El Salvadoran lawmakers on Sunday declared a state of emergency at President Nayib Bukele’s request, expanding police powers and curtailing civil liberties as the country faces soaring gang-related bloodshed that has left dozens dead in just two days.
The small Central American nation has endured a fresh wave of gang violence, with police reporting 62 people killed on Saturday alone, and another 14 on Friday.
Armed with assault rifles and bulletproof vests, police and soldiers patrolled the streets Sunday, with the security cabinet announcing the capture of “more than 400 gang members” from Mara Salvatrucha (MS-13)and Barrio 18, which are accused of having unleashed a “wave of violence” in the country.
“We will not back down in this war against gangs, we will not rest until the criminals responsible for these acts are captured and brought to justice,” the country’s National Civil Police posted on Twitter.
In response to the surge in violence, Bukele asked the legislature – controlled by his ruling party – to approve a one-month state of emergency, under which certain freedoms are curtailed.
Under the move, free association and assembly are restricted, and correspondences may be opened or telephone calls and emails intercepted without a court order.
It also curtails the right to be informed of the reason for arrest and access to a lawyer upon being detained, in addition to allowing for administrative detention of more than 72 hours.
“For the vast majority of people, life continues as normal,” though “targeted” temporary closures will be in effect in some areas, Bukele tweeted after the lawmakers approved the request early Sunday.
“Religious services, sporting events, commerce, studies, etc, may continue as normal,” he added, “unless you are a gang member or are considered suspicious by the authorities.”
Approved by a large majority, 67 of 84 legislators, the decree “declares an emergency regime throughout the national territory.”
“We approve the #emergencyregime that will allow our government to protect the lives of Salvadorans and confront criminality head-on,” the legislative assembly president, Ernesto Castro, said in a tweet.
Bukele additionally decreed a “maximum emergency” in all prisons, which house more than 17,000 of the 70,000 some members of MS-13, Barrio 18 and other gangs, whose operations involve homicides, extortion and drug trafficking.
“All cells are closed 24/7, no one goes to the outdoor area,” the president tweeted. “It’s a message to the gangs: Because of your actions, your ‘homeboys’ won’t see a ray of sunshine.”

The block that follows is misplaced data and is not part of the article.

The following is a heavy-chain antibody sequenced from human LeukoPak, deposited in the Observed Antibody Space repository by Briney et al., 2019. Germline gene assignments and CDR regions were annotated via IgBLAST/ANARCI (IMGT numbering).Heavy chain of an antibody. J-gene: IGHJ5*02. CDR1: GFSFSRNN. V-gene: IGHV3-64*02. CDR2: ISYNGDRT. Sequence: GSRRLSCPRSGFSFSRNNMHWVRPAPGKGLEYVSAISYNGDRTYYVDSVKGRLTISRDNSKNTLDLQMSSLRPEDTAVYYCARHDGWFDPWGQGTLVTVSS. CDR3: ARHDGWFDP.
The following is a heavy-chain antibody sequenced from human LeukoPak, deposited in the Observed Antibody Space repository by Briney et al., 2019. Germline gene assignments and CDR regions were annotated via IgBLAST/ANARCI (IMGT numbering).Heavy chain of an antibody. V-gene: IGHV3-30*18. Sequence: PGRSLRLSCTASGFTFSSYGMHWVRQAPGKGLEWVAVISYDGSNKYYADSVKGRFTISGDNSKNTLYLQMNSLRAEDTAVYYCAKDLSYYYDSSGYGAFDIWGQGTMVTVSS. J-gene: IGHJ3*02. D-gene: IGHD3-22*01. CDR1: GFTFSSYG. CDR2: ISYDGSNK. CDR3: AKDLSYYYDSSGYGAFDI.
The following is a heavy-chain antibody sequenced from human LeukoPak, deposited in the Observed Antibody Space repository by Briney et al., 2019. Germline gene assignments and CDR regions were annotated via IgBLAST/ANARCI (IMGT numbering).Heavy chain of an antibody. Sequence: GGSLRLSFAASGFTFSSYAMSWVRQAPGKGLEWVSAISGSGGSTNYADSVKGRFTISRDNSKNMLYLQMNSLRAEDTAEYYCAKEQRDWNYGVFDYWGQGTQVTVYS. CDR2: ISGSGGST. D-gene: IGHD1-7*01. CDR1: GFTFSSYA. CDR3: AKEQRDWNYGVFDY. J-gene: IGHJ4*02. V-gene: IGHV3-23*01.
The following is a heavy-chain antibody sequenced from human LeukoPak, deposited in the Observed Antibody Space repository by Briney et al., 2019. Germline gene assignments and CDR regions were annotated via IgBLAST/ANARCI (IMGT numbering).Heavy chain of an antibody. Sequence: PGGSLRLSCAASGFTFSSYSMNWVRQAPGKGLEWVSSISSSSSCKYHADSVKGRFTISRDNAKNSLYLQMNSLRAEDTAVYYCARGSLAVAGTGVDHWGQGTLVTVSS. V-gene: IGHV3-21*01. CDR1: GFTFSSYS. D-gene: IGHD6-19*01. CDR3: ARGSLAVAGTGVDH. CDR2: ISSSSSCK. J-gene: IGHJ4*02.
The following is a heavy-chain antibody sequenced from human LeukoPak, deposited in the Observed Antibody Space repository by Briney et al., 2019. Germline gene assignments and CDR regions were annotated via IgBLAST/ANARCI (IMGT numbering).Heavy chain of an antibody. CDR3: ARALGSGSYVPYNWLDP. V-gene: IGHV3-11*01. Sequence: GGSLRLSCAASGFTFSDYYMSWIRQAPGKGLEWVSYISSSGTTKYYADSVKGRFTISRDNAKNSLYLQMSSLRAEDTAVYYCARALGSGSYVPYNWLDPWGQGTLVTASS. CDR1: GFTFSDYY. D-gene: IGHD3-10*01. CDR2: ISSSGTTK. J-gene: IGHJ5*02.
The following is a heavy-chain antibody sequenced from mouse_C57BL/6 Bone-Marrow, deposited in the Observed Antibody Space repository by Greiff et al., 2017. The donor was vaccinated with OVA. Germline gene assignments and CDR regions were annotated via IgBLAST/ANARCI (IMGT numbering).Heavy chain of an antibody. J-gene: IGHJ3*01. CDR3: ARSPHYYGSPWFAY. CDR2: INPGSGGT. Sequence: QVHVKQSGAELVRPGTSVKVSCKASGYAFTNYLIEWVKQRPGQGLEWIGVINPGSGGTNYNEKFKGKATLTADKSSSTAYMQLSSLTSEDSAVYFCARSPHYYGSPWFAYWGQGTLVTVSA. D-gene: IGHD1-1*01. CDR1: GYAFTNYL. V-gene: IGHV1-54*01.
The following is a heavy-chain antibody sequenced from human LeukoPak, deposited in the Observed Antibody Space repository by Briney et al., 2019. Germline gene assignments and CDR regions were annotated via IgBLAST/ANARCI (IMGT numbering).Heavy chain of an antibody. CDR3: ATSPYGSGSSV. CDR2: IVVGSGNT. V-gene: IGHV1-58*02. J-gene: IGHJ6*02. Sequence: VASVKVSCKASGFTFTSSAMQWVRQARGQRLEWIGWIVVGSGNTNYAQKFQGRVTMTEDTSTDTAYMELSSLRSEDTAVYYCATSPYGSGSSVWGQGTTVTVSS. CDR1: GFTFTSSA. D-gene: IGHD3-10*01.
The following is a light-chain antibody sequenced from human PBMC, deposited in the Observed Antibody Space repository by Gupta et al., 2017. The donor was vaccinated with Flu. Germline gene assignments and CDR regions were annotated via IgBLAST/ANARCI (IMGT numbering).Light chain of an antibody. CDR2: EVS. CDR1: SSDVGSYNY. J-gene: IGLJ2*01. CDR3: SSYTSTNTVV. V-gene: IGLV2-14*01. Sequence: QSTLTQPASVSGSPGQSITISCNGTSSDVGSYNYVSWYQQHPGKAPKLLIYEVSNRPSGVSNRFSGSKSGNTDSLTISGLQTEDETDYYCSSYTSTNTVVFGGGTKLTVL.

‘Let the agents do their job’
“Since yesterday, we have had a new spike in homicides, something that we had worked so hard to reduce,” Bukele said in a statement posted on Twitter by Castro.
“While we fight criminals in the streets, we must try to figure out what is happening and who is financing this.”
Bukele said the country “must let the agents and soldiers do their job and must defend them from the accusations of those who protect the gang members.”
He also asked the prosecutor’s office “to be effective” in handling gang-related cases, warning he would keep an eye on “judges who favour criminals.”
The 40-year-old Bukele, who was elected in 2019, enjoys broad support in El Salvador over his promises to fight organised crime and improve security in the violence-wracked country.
But members of his government have since been accused of negotiating with gangs to support Bukele’s party in last year’s election, a claim dismissed by the president as “lies.”
Top government human rights lawyer Ricardo Martinez asked the population to “remain calm” and help foster “a culture of peace” in the country.
An earlier spike in homicides last November claimed 45 lives in three days.
The country registered 1,140 murders in 2021 – an average of 18 deaths per 100,000 inhabitants – a decline from the 1,341 registered the previous year and the lowest figure since the country’s civil war ended in 1992, according to official data.
Bukele, whose allies hold a large majority in the country’s Congress, has long been accused of authoritarian tendencies.